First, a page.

Probably the most disturbing aspect of this study for me was the disastrous impact to the faith of those who rejected the church. One of the reasons that I selected many of these stories to analyze is because they included a discussion of where they stood now as far as their own personal religious belief.    

Over one third (35%) of these people now pursue what I would call a “New Age” type of belief.   These people still believe in some kind of a supreme power ruling the universe, but are not associated with any kind of Christian religion. They no longer accept Christ as divine, though they do not deny his existence or nor his goodness.   Another 18% are unsure about their religious beliefs considering themselves to be agnostic.   A surprising 13% of the people in the study are now atheists. There are 2% who have turned to Judaism and 1% who have chosen to follow one of the eastern religions.  That is a surprising total of 69% who have completely rejected Christianity after deciding to leave the Church of Jesus Christ of Latter Day Saints.

Of the approximately one-third (30%) remaining in the study who did not reject Christianity upon leaving the church, about 16% remain Christian but do not affiliate themselves with a specific denomination.   There are 7% of those in the study who have chosen to remain active members of the LDS church even though they no longer believe in its doctrine or history.   These people are afraid to lose friends and family and do so to maintain harmony at home preferring to lie about their beliefs than losing their loved ones here.  Another 5% have become Born-again Christians.   2% have become Episcopalians and another 1% have become Baptists.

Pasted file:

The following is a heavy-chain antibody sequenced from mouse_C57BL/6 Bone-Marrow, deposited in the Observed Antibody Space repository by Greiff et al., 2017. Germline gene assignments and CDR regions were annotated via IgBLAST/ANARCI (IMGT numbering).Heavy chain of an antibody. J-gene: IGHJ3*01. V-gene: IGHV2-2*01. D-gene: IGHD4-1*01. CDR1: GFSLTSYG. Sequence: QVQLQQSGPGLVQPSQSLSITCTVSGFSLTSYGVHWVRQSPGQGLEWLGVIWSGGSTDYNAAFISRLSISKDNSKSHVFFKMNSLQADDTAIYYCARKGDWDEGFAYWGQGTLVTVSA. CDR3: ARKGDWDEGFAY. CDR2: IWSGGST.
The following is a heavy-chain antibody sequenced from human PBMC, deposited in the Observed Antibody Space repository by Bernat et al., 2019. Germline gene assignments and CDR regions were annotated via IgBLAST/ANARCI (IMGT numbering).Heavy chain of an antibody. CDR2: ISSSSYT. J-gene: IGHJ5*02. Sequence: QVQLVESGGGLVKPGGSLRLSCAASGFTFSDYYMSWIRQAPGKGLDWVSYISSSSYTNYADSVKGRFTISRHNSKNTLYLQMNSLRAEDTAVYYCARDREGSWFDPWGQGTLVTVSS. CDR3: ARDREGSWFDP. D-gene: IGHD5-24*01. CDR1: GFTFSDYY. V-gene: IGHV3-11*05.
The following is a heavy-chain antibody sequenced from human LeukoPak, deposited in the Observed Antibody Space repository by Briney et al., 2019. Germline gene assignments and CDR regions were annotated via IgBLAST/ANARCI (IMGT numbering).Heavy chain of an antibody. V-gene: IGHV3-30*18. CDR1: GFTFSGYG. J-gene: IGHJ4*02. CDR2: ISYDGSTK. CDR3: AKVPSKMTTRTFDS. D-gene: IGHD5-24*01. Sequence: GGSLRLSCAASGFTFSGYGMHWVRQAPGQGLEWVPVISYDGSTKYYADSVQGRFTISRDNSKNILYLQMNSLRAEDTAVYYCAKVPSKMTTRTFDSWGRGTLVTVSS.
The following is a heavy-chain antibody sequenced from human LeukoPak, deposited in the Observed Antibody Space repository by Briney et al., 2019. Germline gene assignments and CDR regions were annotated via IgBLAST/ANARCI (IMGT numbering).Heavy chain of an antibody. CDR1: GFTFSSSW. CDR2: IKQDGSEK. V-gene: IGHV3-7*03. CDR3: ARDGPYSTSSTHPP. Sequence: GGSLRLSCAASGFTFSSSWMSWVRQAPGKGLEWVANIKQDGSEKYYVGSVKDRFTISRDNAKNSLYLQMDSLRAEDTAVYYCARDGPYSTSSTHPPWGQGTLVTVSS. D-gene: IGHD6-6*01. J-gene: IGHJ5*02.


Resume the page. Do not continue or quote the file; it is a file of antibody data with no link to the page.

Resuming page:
However, in spite of the fact that their most of these people’s faith in Christ as divine had been destroyed.  In spite of the fact that their whole cultural make up had been discarded along with their cosmological beliefs…they all described themselves as happier for having left the Church and glad that they made the choice that they did.  Some completely dissociated themselves with the Church.  Others remained “cultural Mormons.” Participating occasionally especially since so many friend and family members were LDS.  

I found a lot of similarities in the paths they followed. Almost every single person had a personal experience or ran into a piece of information that started them on their own “quest for truth” as they describe it.   They all believed that the Church doctrine, history, and culture would be vindicated.   Each of them was motivated by a sense of integrity.  In fact, the issue of personal integrity was huge for each of them.      

They felt that the truth should withstand scrutiny.  A phrase mentioned by many of them.   Every one of them went through an agonizing process.  During their struggle they spent time defending the church to others and to themselves.   

 Something started them down the path.   What started their journey varies, but most of them can be placed into five general categories.